The world needs BRICS countries to build capacity in invasion science.

Journal: PLOS Biology

Published: 2019-09-19

DOI: 10.1371/journal.pbio.3000404

Affiliations: 9

Authors: 8

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Research Highlight

A call to collaborate against alien invasions

© Scott Tilley/Getty

© Scott Tilley/Getty

An international alliance of species invasion experts from emerging economies could help them each meet global biodiversity goals.

Developing countries are struggling to keep up with worldwide efforts to manage species invasions, a problem that can be very costly to countries on the receiving end. For example, South Africa has lost a significant volume of surface water run off to invasive plants.

An international team that included researchers from the University of Cape Town has proposed that emerging economies such as Brazil, Russia, India, China and South Africa (BRICS), which host a vast proportion of the world’s biodiversity and could be a significant source of species donations, would benefit from building a network of invasion biologists and social scientists to tackle existing and future invasions.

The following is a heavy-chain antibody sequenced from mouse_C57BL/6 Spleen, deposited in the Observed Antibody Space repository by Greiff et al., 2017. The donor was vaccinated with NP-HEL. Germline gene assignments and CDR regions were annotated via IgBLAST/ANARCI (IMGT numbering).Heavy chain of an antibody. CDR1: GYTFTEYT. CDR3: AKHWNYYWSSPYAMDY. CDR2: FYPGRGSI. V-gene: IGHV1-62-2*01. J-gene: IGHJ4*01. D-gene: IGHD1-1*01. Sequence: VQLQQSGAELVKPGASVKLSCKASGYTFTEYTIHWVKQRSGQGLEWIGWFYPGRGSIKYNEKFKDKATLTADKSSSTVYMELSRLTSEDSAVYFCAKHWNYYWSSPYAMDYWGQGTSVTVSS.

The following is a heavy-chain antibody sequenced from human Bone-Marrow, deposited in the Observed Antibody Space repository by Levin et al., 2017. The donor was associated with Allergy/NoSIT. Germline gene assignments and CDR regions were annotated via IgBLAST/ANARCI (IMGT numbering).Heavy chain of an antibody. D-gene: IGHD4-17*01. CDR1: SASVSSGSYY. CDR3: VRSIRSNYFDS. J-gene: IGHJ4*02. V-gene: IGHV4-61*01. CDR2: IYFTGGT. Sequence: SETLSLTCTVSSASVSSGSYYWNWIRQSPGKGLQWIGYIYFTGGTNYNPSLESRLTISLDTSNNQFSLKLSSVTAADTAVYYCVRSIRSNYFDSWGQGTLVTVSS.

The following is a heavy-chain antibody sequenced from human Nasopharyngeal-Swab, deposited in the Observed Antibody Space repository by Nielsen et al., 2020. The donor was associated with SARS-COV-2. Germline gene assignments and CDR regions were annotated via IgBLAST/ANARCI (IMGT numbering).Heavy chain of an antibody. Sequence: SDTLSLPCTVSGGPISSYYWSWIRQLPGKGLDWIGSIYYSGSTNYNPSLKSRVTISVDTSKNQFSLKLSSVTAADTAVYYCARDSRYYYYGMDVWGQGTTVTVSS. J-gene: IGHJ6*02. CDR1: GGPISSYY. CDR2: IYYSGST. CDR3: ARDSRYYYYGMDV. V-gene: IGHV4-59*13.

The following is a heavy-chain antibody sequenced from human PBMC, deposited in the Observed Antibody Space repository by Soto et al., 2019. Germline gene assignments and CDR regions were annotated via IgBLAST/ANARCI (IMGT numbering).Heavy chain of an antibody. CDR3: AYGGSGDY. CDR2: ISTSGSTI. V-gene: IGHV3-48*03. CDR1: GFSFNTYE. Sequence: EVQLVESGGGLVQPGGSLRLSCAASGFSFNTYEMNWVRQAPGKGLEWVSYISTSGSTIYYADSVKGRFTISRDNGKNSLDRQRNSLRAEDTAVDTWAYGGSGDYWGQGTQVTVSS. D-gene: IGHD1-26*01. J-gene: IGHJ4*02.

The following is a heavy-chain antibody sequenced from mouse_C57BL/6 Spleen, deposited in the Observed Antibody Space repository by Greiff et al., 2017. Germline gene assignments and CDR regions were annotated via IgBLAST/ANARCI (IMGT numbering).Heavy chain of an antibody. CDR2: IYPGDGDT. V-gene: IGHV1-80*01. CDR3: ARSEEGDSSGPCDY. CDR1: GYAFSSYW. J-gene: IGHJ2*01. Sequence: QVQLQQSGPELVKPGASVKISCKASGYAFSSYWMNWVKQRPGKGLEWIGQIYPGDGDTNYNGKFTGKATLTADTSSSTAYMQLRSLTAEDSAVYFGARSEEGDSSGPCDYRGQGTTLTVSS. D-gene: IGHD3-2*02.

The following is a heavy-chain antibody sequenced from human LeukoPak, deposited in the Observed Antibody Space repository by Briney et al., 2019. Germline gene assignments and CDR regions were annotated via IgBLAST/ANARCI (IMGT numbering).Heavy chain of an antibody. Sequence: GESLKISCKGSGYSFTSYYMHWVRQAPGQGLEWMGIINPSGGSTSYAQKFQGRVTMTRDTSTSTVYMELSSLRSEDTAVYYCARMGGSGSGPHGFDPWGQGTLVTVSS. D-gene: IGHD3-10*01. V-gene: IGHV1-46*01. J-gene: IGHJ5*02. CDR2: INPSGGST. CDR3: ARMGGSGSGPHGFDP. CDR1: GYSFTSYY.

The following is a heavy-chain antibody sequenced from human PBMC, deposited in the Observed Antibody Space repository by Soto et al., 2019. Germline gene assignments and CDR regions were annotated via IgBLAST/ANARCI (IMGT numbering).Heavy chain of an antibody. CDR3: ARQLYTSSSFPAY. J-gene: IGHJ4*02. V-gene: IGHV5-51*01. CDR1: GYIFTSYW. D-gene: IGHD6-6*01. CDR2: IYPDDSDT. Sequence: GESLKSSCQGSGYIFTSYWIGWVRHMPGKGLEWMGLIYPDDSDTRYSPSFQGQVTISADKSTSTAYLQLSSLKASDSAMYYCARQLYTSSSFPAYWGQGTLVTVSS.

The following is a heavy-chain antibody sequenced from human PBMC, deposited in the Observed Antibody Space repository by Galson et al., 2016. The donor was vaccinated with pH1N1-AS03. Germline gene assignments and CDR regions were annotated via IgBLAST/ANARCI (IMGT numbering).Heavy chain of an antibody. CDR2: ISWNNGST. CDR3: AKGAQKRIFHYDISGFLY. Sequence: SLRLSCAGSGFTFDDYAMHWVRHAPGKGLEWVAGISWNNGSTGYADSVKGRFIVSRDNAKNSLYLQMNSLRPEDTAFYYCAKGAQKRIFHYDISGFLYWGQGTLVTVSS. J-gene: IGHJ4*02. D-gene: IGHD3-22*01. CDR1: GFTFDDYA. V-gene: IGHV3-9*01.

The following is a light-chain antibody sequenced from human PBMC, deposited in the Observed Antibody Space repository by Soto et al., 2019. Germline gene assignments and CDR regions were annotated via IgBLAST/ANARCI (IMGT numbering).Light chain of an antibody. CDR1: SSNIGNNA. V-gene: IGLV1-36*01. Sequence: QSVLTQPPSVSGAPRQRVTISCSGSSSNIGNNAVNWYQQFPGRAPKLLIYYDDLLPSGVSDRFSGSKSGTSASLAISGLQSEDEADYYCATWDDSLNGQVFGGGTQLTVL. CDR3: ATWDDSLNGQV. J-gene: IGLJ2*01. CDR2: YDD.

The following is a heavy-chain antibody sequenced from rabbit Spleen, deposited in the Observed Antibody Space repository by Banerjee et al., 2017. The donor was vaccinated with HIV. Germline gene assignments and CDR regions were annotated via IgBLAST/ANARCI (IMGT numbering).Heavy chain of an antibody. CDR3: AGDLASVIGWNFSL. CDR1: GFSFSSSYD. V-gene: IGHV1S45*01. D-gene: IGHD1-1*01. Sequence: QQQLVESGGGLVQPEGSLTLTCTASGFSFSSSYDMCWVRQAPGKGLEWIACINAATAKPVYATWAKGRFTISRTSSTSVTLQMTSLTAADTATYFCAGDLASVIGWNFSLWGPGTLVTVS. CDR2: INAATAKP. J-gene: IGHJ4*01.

Their proposed collaboration could start having a positive impact on regional and national policy in BRICS countries within five years, the authors say.

Supported content

  1. PLoS Biology 17, e3000404 (2019). doi: 10.1371/journal.pbio.3000404
Institutions Share
DST-NRF Centre of Excellence for Invasion Biology, South Africa 0.25
School of Environmental Studie (SES), DU, India 0.13
MOE Key Laboratory for Biodiversity Science and Ecological Engineering, China 0.13
Department of Ecology and Zoology, UFSC, Brazil 0.13
The Horus Institute for Environmental Conservation and Development, Brazil 0.13
UCT Centre for Statistics in Ecology, the Environment and Conservation, South Africa 0.06
UCT African Climate and Development Initiative (ACDI), South Africa 0.06
A.N. Severtsov Institute of Ecology and Evolution (IEE), RAS, Russia 0.06
Lomonosov Moscow State University (MSU), Russia 0.06

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